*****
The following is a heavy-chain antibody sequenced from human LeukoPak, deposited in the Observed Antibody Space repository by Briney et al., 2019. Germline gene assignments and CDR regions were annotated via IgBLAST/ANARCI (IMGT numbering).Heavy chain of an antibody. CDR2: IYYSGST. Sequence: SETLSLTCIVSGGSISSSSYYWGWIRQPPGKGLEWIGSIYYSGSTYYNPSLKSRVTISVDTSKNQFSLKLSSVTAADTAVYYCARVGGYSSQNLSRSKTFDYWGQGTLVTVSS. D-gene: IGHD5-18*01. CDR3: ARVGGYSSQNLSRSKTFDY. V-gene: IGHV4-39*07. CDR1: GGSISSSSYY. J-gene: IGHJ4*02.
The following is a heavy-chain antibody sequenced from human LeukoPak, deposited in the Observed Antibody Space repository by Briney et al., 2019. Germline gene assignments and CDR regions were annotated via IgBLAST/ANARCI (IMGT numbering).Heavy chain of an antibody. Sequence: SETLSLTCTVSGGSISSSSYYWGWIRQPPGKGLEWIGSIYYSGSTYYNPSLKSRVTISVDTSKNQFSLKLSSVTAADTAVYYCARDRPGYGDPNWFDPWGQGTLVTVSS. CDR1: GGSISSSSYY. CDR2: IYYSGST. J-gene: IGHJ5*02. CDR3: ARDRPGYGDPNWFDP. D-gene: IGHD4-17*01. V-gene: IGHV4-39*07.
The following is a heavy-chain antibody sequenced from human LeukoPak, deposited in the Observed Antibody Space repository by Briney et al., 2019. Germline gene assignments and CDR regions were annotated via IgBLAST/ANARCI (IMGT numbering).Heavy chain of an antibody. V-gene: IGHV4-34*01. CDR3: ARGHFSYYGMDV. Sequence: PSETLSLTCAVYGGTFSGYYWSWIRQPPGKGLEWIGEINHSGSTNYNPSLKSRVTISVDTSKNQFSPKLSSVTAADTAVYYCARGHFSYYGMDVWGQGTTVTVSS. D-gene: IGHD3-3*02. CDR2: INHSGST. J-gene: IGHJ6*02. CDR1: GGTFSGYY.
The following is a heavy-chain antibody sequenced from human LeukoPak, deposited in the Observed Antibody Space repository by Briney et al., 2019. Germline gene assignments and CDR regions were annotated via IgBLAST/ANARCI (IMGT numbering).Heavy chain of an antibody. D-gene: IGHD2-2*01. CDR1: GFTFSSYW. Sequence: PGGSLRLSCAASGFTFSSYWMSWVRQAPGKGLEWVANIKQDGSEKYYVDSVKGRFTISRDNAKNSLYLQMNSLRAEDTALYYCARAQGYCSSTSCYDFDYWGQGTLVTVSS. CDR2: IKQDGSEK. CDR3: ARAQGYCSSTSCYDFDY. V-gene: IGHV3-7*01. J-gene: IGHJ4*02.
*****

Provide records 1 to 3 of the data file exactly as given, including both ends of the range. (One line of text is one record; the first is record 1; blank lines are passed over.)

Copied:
The following is a heavy-chain antibody sequenced from human LeukoPak, deposited in the Observed Antibody Space repository by Briney et al., 2019. Germline gene assignments and CDR regions were annotated via IgBLAST/ANARCI (IMGT numbering).Heavy chain of an antibody. CDR2: IYYSGST. Sequence: SETLSLTCIVSGGSISSSSYYWGWIRQPPGKGLEWIGSIYYSGSTYYNPSLKSRVTISVDTSKNQFSLKLSSVTAADTAVYYCARVGGYSSQNLSRSKTFDYWGQGTLVTVSS. D-gene: IGHD5-18*01. CDR3: ARVGGYSSQNLSRSKTFDY. V-gene: IGHV4-39*07. CDR1: GGSISSSSYY. J-gene: IGHJ4*02.
The following is a heavy-chain antibody sequenced from human LeukoPak, deposited in the Observed Antibody Space repository by Briney et al., 2019. Germline gene assignments and CDR regions were annotated via IgBLAST/ANARCI (IMGT numbering).Heavy chain of an antibody. Sequence: SETLSLTCTVSGGSISSSSYYWGWIRQPPGKGLEWIGSIYYSGSTYYNPSLKSRVTISVDTSKNQFSLKLSSVTAADTAVYYCARDRPGYGDPNWFDPWGQGTLVTVSS. CDR1: GGSISSSSYY. CDR2: IYYSGST. J-gene: IGHJ5*02. CDR3: ARDRPGYGDPNWFDP. D-gene: IGHD4-17*01. V-gene: IGHV4-39*07.
The following is a heavy-chain antibody sequenced from human LeukoPak, deposited in the Observed Antibody Space repository by Briney et al., 2019. Germline gene assignments and CDR regions were annotated via IgBLAST/ANARCI (IMGT numbering).Heavy chain of an antibody. V-gene: IGHV4-34*01. CDR3: ARGHFSYYGMDV. Sequence: PSETLSLTCAVYGGTFSGYYWSWIRQPPGKGLEWIGEINHSGSTNYNPSLKSRVTISVDTSKNQFSPKLSSVTAADTAVYYCARGHFSYYGMDVWGQGTTVTVSS. D-gene: IGHD3-3*02. CDR2: INHSGST. J-gene: IGHJ6*02. CDR1: GGTFSGYY.